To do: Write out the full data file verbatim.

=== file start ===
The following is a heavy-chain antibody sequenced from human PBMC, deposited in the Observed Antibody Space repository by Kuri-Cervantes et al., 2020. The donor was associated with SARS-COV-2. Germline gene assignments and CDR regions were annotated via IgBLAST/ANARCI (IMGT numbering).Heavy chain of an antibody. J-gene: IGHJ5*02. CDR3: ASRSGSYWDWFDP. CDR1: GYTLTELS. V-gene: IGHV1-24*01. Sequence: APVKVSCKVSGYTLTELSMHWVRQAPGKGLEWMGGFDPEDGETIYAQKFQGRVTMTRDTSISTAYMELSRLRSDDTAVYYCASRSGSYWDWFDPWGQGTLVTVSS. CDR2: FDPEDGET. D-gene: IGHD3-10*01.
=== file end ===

The following is a heavy-chain antibody sequenced from human PBMC, deposited in the Observed Antibody Space repository by Kuri-Cervantes et al., 2020. The donor was associated with SARS-COV-2. Germline gene assignments and CDR regions were annotated via IgBLAST/ANARCI (IMGT numbering).Heavy chain of an antibody. J-gene: IGHJ5*02. CDR3: ASRSGSYWDWFDP. CDR1: GYTLTELS. V-gene: IGHV1-24*01. Sequence: APVKVSCKVSGYTLTELSMHWVRQAPGKGLEWMGGFDPEDGETIYAQKFQGRVTMTRDTSISTAYMELSRLRSDDTAVYYCASRSGSYWDWFDPWGQGTLVTVSS. CDR2: FDPEDGET. D-gene: IGHD3-10*01.